Agreement on the Conservation of Albatrosses and Petrels

Journée Mondiale de l’Albatros celebrated in Australia with primary school children

 College School 1

A College School scholar points out a Wandering Albatross

With this year’s World Albatross Day celebrated on 19 June now past it is indeed welcome to hear of “grass roots” activities that marked the day away from the public gaze of social media, especially those that raise awareness of the conservation needs of albatrosses among young children.  The following example of working with children (and with adults) in support of ‘WAD2021’ comes from Kate Neasy, who teaches French and poetry and is based in Hobart, Tasmania, writing last month to ACAP’s Executive Secretary.

“It began with an email from Christine Bogle, the Executive Secretary of ACAP, who is a member of my French conversation group.  We meet to practise our French and Christine has talked about her work from time to time.  Her e-mail contained a detailed media release about la Journée Mondiale de l’Albatros in French.  I had to look up many words, but I became very interested.  I simplified the original document and added some images to help my adult beginner French students.  I also found some gorgeous illustrations that I made into posters to put round our classroom to attract attention.  We all learned a heap of new French words about the species of albatrosses, the danger they are in, the methods of fishing, the measures that can be taken to prevent so many albatross deaths and as an extra, how the albatross is being useful in detecting illegal fishing boats.

Kate Neasey

Kate Neasey. French & Poetry Teacher, The Cottage School

I also work in a small independent primary school, called The Cottage School, in Bellerive, Tasmania.  This school is wonderful, our motto is “Small School, Big Difference” and one of the differences is the emphasis on looking after others and our environment.  The children are very aware of issues such as climate change, recycling, healthy and ethical practices.  Classes go on many environment days when they explore particular habitats and conditions.  A couple of enterprising students started the popular “Wilderness Warriors” club, where the kids gather once a week to learn about areas such as the Tarkine [Forest Reserve] in Tasmania.”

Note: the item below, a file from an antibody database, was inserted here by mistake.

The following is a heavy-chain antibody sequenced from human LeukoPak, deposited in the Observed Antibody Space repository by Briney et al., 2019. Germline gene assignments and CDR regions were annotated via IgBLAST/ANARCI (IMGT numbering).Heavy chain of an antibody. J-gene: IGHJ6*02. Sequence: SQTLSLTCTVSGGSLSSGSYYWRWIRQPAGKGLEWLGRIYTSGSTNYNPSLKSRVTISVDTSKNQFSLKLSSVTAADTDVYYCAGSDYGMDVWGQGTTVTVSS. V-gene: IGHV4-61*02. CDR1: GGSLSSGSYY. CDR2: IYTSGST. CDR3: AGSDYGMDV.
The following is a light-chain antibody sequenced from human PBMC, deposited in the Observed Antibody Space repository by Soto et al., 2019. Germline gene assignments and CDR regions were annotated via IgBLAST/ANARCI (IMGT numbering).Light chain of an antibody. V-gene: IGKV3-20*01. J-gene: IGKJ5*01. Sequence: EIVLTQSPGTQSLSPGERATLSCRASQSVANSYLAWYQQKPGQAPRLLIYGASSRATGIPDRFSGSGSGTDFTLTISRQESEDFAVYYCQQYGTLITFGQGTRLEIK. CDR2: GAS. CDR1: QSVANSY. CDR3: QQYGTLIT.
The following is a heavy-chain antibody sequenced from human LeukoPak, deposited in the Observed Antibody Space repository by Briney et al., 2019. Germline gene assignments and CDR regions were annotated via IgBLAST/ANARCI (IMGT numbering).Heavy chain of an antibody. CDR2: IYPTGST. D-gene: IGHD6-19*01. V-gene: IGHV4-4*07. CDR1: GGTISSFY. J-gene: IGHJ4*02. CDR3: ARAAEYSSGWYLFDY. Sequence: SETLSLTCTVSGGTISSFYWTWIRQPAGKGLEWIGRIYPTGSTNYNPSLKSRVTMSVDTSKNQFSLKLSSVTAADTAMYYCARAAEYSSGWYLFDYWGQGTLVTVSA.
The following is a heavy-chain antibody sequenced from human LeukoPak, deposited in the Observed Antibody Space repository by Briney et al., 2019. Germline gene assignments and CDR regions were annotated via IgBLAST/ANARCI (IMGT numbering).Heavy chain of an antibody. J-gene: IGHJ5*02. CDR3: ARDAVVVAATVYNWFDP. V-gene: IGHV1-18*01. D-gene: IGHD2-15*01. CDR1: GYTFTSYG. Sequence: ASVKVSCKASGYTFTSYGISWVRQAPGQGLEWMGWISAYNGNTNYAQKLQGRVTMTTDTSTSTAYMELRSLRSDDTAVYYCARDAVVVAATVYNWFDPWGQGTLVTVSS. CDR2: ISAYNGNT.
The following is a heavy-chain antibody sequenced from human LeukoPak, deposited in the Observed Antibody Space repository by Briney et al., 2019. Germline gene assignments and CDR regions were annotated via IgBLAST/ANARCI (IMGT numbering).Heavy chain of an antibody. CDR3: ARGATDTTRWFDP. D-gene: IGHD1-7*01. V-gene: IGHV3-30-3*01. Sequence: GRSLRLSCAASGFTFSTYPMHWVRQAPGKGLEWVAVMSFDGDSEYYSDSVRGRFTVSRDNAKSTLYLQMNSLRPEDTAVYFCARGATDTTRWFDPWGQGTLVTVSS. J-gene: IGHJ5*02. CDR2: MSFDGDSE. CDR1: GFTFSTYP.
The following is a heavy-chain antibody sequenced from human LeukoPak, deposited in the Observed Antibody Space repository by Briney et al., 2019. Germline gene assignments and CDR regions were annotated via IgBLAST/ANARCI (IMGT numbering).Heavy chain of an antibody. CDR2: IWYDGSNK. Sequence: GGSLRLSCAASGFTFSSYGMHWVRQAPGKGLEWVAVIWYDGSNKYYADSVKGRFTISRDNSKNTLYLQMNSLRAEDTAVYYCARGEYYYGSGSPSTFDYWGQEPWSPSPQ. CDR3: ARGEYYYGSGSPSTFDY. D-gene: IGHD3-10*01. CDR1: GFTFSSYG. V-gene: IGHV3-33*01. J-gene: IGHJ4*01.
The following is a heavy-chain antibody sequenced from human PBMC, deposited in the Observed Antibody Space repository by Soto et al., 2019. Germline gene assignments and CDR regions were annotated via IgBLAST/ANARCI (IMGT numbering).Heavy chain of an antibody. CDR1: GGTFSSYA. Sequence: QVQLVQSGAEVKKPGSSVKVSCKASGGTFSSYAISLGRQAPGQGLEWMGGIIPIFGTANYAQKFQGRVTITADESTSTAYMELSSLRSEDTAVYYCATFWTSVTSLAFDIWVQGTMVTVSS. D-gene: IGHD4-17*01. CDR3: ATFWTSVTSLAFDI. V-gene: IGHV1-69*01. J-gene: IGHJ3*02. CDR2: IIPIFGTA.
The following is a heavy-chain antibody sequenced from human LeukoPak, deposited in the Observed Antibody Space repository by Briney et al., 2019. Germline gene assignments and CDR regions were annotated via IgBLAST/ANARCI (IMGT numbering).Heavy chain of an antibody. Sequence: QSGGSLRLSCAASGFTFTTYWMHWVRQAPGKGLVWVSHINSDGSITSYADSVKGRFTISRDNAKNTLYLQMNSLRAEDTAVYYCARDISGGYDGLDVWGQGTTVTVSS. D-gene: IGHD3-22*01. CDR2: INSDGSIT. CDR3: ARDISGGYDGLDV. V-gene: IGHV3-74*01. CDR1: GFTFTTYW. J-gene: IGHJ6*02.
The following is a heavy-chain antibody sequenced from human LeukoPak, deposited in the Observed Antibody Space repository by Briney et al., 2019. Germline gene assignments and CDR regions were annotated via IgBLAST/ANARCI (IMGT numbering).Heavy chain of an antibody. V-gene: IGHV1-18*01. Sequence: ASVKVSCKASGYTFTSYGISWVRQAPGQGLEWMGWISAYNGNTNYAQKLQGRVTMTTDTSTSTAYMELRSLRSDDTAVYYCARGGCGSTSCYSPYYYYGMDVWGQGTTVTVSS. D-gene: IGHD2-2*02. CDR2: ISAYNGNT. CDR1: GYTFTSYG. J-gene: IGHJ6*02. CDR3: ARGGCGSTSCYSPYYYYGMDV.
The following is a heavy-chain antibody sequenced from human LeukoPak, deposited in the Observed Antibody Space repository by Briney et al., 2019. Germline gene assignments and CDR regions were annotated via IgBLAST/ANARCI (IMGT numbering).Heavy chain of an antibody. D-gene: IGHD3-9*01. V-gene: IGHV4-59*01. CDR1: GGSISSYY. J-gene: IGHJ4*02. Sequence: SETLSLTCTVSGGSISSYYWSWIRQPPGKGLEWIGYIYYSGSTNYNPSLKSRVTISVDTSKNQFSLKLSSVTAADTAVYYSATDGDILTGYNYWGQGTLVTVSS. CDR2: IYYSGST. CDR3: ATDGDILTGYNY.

With the Grade 1 and 2 class this term, the class teacher has focused on migration.  The children have read several books about people, animals and birds migrating.  They already knew about World Albatross Day and were full of facts about bird migration so we had a great discussion (in English, their French is basic).

This week when our conversation group meets, I will give them copies of the information I gave my adult students and start a discussion in French and the posters will still be on the walls for them to examine.  One more small step in raising awareness about the magnificent albatrosses.”

IAATO French poster

The International Association of Antarctic Tour Operators (IATTO) creates a World Albatross Day poster in French

With grateful thanks to Kate Neasey, or as the French say at Le Tour de France “Chapeau!”

John Cooper, ACAP Information Officer, 05 July 2021